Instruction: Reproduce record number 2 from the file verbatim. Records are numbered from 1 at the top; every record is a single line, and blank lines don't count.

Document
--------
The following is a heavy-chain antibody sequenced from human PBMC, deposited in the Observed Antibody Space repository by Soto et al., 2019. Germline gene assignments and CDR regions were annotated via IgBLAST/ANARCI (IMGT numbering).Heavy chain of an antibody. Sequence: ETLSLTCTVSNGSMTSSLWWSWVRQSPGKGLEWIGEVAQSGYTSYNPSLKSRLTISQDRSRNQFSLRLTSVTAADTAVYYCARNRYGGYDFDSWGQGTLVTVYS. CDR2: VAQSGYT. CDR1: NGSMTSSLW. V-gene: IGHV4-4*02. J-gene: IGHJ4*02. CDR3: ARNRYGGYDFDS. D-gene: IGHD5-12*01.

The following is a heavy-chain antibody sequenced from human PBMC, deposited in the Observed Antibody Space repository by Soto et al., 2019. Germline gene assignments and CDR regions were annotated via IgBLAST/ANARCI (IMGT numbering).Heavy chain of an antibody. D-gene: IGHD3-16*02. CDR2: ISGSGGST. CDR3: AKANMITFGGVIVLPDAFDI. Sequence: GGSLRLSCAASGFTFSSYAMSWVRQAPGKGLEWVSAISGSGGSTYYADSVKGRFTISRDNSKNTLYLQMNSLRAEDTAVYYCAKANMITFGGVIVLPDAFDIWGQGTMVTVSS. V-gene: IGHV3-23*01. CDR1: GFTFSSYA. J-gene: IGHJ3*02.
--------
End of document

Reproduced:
The following is a heavy-chain antibody sequenced from human PBMC, deposited in the Observed Antibody Space repository by Soto et al., 2019. Germline gene assignments and CDR regions were annotated via IgBLAST/ANARCI (IMGT numbering).Heavy chain of an antibody. D-gene: IGHD3-16*02. CDR2: ISGSGGST. CDR3: AKANMITFGGVIVLPDAFDI. Sequence: GGSLRLSCAASGFTFSSYAMSWVRQAPGKGLEWVSAISGSGGSTYYADSVKGRFTISRDNSKNTLYLQMNSLRAEDTAVYYCAKANMITFGGVIVLPDAFDIWGQGTMVTVSS. V-gene: IGHV3-23*01. CDR1: GFTFSSYA. J-gene: IGHJ3*02.